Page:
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Australian Market Declines

The Australian stock market is declining on Monday after two straight days of gains and despite the positive cues from Wall Street Friday. Investors turned cautious following news about growing calls for U.S. President Donald Trump's removal from office.

Worries about the rising coronavirus cases in New South Wales, which recorded four new local COVID-19 cases on Sunday, also weighed on the market. In Queensland, Brisbane's three-day lockdown following detection of the UK coronavirus strain ends on Monday night, but people will have to carry and wear face masks for ten more days.

The benchmark S&P/ASX 200 Index is losing 27.00 points or 0.40 percent to 6,730.90, after touching a low of 6,722.40. The broader All Ordinaries Index is lower by 29.90 points or 0.43 percent to 6,994.30. Australian shares closed notably higher on Friday.

Gold miners are extending losses after gold prices settled at their lowest since mid-December on Friday. Evolution Mining is losing more than 5 percent and Newcrest Mining is lower by more than 4 percent.

In the banking sector, National Australia Bank, Commonwealth Bank and ANZ Banking are lower in a range of 0.2 percent to 0.3 percent, while Westpac is edging up 0.1 percent.

Among the major miners, Rio Tinto is declining more than 1 percent and Fortescue Metals is lower by 0.3 percent, while BHP Group is adding 0.2 percent.

Among oil stocks, Woodside Petroleum is gaining more than 4 percent, Santos is rising almost 4 percent and Oil Search is advancing more than 1 percent after crude oil prices rose almost 4 percent on Friday.

In economic news, the Australian Bureau of Statistics said the value of retail sales in Australia was up a seasonally adjusted 7.1 percent on month in November, coming in at A$31.654 billion. That beat expectations for an increase of 7.0 percent following the 1.4 percent gain in October.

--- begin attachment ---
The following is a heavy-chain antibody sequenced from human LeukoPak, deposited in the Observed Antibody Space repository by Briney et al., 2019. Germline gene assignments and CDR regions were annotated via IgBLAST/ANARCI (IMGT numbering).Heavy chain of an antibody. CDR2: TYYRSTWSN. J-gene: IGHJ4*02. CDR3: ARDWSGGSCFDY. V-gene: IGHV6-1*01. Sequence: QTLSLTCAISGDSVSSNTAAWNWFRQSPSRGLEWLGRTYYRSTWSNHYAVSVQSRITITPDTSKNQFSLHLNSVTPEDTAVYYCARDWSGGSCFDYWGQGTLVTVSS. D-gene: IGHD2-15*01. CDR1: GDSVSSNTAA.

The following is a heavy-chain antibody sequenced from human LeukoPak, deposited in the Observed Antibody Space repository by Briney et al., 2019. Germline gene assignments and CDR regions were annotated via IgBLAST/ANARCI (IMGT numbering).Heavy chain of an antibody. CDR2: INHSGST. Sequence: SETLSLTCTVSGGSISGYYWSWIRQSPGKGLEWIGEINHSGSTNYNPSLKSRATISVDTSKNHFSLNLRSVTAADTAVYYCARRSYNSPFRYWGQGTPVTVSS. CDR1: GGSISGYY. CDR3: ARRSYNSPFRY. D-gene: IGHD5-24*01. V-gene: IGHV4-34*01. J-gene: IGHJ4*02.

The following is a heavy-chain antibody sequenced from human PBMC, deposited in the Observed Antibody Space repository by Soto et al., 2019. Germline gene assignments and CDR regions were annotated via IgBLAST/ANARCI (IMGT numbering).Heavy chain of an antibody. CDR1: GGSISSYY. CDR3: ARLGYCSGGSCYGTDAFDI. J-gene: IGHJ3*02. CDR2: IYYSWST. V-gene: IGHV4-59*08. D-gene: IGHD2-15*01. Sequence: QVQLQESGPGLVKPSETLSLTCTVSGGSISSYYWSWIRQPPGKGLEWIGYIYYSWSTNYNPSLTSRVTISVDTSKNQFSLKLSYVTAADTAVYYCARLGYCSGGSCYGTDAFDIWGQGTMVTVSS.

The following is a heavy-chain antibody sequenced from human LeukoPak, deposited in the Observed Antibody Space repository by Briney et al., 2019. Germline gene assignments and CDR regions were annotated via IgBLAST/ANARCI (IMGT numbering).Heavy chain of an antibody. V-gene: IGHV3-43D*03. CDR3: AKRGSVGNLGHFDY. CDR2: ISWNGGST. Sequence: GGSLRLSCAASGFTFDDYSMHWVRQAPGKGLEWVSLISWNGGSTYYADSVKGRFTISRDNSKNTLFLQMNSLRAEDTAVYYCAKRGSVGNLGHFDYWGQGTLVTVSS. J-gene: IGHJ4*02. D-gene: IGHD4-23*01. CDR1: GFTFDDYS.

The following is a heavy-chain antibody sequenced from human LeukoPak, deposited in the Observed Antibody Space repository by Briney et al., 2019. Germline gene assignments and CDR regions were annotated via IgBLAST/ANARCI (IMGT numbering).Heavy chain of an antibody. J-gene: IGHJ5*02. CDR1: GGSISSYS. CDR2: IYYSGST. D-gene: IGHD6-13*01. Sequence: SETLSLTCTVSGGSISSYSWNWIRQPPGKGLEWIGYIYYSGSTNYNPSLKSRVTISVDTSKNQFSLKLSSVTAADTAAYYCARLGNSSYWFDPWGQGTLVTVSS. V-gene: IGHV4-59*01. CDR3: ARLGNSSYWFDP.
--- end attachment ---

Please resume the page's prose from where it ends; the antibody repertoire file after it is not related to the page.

Australia will also see December's inflation forecast from TD Securities and the Melbourne Institute.

On Wall Street, stocks closed higher on Friday amid optimism that a Democrat-controlled government will lead to more fiscal stimulus and a better handling of the coronavirus vaccine rollout. In a statement on Thursday, President Donald Trump finally acknowledged "a new administration will be inaugurated on January 20th," although he declined to mention President-elect Joe Biden by name. Traders also reacted positively to a closely watched Labor Department report showing an unexpected decrease in U.S. employment in the month of December.

While the Nasdaq jumped 134.50 points or 1 percent to 13,201.98, the Dow rose 56.84 points or 0.2 percent to 31,097.97 and the S&P 500 climbed 20.89 points or 0.6 percent to 3,824.68.

The major European markets also moved to the upside on Friday. While the U.K.'s FTSE 100 Index edged up by 0.2 percent, the German DAX Index and the French CAC 40 Index climbed by 0.6 percent and 0.7 percent, respectively.

Crude oil prices rose sharply on Friday, as recent data showing a drop in U.S. crude stockpiles, and Saudi Arabia's decision to cut output continued to support the commodity. WTI crude for February rose $1.41 or about 2.8 percent at $52.24 a barrel, the highest level since February 2020.

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